More than 100 people were killed and scores more were wounded when a suicide bomber hit a crowded Baghdad shopping area Sunday, the third mass murder believed to have been perpetrated by Islamic extremists in a matter of days.
The blast hit the Karada district of Baghdad shortly after midnight, when the area was packed with residents who had gone out after breaking their Ramadan fasts.
ISIS claimed responsibility for the attack and said it had deliberately targeted Shiite Muslims, according to The Associated Press.
The carnage came at the end of a bloody week of attacks that have been tied to ISIS. A bombing Tuesday of an airport in Istanbul, Turkey, which killed 45 people, is suspected to have been orchestrated by an ISIS affiliate based in Central Asia.
Then, Friday, gunmen in Bangladesh attacked a Dhaka restaurant, eventually killing two police officers and 20 hostages. ISIS claimed responsibility for the attack.
Video from the scene in Baghdad showed smoke rising from charred buildings and ambulances with sirens wailing.
Mohammed Al-Rubaiy of Baghdad governate's security committee told NBC News that 167 people were killed and 185 were injured. Several children and women were among the dead.
Other reports put the death toll around 120; conflicting casualty counts are common in the immediate aftermath of an attack in Iraq. The government had no official casualty count Sunday.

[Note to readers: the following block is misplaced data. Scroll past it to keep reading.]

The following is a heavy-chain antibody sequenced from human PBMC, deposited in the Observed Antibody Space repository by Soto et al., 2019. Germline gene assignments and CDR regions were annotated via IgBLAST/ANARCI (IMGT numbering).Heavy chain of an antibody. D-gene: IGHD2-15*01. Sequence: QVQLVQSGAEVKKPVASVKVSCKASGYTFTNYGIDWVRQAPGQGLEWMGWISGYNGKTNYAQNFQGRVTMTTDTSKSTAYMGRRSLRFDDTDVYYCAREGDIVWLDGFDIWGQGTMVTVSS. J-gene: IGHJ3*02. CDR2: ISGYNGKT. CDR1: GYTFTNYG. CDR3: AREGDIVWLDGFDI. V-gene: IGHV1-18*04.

"Suddenly, a huge explosion took place on the other side of the street where I left my family," said Muhammed Majeed Muhammed, 39, a government employee who was at the market with his wife and their two children.
"I thought, 'I have lost them,'" Muhammed told NBC News. "Fire and smoke were [so] heavy that it was very hard for me to open my eyes and search carefully."
Then his cellphone rang, and it was his wife. She and the children were OK.
"I cannot describe what I witnessed yesterday," Muhammed said. "I've been through many difficult situations before but this is the worst.
"The first shop I went was burned, and three men inside died," he said. "Women, children and men died and burned. It is the worst nightmare I've ever seen in my life."
The high toll made it the deadliest attack in the capital this year, and it comes after Iraqi forces managed to recapture Fallujah from ISIS last month. U.N. statistics estimate that 2,735 civilians were killed in Iraq in the first six months of 2016.
Jan Kubis, the U.N. envoy for Iraq, said the attack was a "heinous" attempt by ISIS to avenge losses on the battlefield.
"This is a cowardly and heinous act of unparalleled proportions, to target peaceful civilians in the closing days of the holy month of Ramadan," Kubis said in a statement. "This shows [ISIS'] wanton intentions to kill, maim and demoralize."
The United States strongly condemns ISIL's heinous terrorist attacks in Baghdad last night that killed over 100 people, including families gathering to break their Ramadan fast and those joining millions around the world in watching the Euro Cup. We remain united with the Iraqi people and government in our combined efforts to destroy ISIL. These attacks only strengthen our resolve to support Iraqi security forces as they continue to take back territory from ISIL, just as we continue to intensify our efforts to root out ISIL's terrorist network and leaders.
Karim Sami, a 35-year-old street vendor, expressed frustration with the government's failure to secure the capital in wake of the Fallujah victory.
"We are in a state of war, and these places are targeted. The security can't focus on the war [against ISIS] and forget Baghdad," Sami told the AP.
Hours after the bombing, Iraqi Prime Minister Haider al-Abadi — who had ordered the offensive on Fallujah — visited the site of the blast.
Video uploaded to social media showed an angry crowd shouting at his convoy and pelting it with stones.